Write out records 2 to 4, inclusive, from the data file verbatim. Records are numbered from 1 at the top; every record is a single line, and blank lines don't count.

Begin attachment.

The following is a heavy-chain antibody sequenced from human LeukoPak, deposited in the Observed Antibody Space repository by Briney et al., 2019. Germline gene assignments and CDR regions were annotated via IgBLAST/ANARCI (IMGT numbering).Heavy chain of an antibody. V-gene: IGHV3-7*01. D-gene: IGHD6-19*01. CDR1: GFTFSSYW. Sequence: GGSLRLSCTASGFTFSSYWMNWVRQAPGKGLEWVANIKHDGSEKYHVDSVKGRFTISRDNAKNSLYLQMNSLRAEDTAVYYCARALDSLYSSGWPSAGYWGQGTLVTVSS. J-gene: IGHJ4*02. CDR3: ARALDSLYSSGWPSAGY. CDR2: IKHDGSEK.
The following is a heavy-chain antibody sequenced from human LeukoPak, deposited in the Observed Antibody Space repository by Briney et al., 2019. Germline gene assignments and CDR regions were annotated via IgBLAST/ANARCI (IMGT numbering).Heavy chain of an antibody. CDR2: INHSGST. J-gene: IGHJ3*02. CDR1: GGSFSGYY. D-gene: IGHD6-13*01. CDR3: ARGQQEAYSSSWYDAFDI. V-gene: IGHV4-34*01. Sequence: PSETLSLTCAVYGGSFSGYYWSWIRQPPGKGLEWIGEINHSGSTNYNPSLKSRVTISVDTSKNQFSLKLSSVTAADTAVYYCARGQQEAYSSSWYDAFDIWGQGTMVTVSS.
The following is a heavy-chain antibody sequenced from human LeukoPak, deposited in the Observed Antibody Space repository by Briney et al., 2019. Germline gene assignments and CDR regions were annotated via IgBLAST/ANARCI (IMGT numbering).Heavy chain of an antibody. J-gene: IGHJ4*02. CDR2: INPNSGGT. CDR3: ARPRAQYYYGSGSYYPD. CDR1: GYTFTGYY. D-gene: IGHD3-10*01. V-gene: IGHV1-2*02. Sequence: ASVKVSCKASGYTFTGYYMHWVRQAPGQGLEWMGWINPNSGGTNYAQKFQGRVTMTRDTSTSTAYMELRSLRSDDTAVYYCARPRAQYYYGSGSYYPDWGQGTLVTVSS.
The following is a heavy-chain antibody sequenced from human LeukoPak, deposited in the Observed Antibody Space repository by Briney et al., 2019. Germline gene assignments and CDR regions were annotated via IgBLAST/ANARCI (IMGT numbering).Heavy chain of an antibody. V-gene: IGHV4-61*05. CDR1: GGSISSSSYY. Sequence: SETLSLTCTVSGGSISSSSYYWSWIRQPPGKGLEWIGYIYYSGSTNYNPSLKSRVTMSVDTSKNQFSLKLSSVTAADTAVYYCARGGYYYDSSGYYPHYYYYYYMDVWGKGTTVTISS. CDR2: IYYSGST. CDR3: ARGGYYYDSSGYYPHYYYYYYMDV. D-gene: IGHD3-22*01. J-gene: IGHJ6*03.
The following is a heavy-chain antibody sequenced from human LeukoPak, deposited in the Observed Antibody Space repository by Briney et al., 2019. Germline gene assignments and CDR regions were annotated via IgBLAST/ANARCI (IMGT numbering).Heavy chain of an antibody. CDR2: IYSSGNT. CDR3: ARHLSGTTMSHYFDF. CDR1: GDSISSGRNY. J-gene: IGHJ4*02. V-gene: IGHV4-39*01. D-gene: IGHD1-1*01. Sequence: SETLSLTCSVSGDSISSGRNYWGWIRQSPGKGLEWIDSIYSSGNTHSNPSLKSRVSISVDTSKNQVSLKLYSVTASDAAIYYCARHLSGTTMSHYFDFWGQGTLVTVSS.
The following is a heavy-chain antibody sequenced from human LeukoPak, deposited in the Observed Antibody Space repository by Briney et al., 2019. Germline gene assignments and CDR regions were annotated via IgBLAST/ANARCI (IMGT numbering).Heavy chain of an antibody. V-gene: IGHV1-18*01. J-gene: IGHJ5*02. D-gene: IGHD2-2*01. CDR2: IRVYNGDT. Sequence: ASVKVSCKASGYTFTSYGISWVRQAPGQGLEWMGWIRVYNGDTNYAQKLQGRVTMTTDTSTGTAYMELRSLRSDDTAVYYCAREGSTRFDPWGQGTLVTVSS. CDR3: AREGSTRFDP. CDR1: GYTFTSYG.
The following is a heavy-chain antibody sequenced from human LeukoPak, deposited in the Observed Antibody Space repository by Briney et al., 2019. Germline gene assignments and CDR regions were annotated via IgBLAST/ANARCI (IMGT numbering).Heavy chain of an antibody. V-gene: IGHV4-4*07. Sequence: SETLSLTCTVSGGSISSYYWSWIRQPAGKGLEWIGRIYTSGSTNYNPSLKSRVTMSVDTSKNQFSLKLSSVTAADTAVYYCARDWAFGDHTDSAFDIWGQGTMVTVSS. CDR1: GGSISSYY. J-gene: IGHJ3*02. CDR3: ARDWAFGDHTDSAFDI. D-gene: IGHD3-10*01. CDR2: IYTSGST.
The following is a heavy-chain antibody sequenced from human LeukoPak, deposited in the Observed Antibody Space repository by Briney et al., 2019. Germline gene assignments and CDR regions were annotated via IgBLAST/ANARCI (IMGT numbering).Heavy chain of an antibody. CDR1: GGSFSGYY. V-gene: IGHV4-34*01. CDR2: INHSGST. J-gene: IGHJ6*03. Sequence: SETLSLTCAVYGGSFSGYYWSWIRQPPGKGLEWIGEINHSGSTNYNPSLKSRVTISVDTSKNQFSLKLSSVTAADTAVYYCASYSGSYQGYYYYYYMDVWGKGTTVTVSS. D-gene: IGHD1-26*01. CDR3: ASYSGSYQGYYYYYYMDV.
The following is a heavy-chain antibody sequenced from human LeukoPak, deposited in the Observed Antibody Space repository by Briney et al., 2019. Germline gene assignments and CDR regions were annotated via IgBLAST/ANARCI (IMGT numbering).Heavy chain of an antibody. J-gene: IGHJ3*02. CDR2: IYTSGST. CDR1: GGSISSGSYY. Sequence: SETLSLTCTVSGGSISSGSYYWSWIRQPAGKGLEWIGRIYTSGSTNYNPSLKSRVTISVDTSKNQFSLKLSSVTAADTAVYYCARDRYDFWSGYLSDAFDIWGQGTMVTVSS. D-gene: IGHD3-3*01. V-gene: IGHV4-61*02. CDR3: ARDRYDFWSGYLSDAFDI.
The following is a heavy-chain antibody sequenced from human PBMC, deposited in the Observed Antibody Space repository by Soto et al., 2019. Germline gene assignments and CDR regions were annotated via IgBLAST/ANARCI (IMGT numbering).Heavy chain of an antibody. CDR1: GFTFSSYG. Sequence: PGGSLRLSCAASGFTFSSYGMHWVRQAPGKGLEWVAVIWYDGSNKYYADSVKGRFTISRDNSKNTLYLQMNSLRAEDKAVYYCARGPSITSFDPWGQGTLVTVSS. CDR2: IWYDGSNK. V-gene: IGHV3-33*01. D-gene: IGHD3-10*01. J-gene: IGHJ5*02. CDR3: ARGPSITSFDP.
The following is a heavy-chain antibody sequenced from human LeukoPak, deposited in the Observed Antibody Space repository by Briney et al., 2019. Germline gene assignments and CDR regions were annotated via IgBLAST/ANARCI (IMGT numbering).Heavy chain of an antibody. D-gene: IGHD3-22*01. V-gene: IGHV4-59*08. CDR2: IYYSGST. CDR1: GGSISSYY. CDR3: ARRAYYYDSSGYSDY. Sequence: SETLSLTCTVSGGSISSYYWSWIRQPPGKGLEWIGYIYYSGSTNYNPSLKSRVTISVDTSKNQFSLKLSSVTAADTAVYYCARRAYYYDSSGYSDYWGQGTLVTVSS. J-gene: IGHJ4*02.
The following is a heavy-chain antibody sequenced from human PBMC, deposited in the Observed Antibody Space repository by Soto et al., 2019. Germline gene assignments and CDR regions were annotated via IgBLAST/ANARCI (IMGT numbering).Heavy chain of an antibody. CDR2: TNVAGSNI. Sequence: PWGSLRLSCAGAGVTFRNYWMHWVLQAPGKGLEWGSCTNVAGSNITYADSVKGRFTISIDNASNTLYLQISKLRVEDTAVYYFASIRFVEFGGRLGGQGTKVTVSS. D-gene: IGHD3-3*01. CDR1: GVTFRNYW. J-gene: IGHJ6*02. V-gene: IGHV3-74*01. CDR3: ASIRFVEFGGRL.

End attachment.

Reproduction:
The following is a heavy-chain antibody sequenced from human LeukoPak, deposited in the Observed Antibody Space repository by Briney et al., 2019. Germline gene assignments and CDR regions were annotated via IgBLAST/ANARCI (IMGT numbering).Heavy chain of an antibody. CDR2: INHSGST. J-gene: IGHJ3*02. CDR1: GGSFSGYY. D-gene: IGHD6-13*01. CDR3: ARGQQEAYSSSWYDAFDI. V-gene: IGHV4-34*01. Sequence: PSETLSLTCAVYGGSFSGYYWSWIRQPPGKGLEWIGEINHSGSTNYNPSLKSRVTISVDTSKNQFSLKLSSVTAADTAVYYCARGQQEAYSSSWYDAFDIWGQGTMVTVSS.
The following is a heavy-chain antibody sequenced from human LeukoPak, deposited in the Observed Antibody Space repository by Briney et al., 2019. Germline gene assignments and CDR regions were annotated via IgBLAST/ANARCI (IMGT numbering).Heavy chain of an antibody. J-gene: IGHJ4*02. CDR2: INPNSGGT. CDR3: ARPRAQYYYGSGSYYPD. CDR1: GYTFTGYY. D-gene: IGHD3-10*01. V-gene: IGHV1-2*02. Sequence: ASVKVSCKASGYTFTGYYMHWVRQAPGQGLEWMGWINPNSGGTNYAQKFQGRVTMTRDTSTSTAYMELRSLRSDDTAVYYCARPRAQYYYGSGSYYPDWGQGTLVTVSS.
The following is a heavy-chain antibody sequenced from human LeukoPak, deposited in the Observed Antibody Space repository by Briney et al., 2019. Germline gene assignments and CDR regions were annotated via IgBLAST/ANARCI (IMGT numbering).Heavy chain of an antibody. V-gene: IGHV4-61*05. CDR1: GGSISSSSYY. Sequence: SETLSLTCTVSGGSISSSSYYWSWIRQPPGKGLEWIGYIYYSGSTNYNPSLKSRVTMSVDTSKNQFSLKLSSVTAADTAVYYCARGGYYYDSSGYYPHYYYYYYMDVWGKGTTVTISS. CDR2: IYYSGST. CDR3: ARGGYYYDSSGYYPHYYYYYYMDV. D-gene: IGHD3-22*01. J-gene: IGHJ6*03.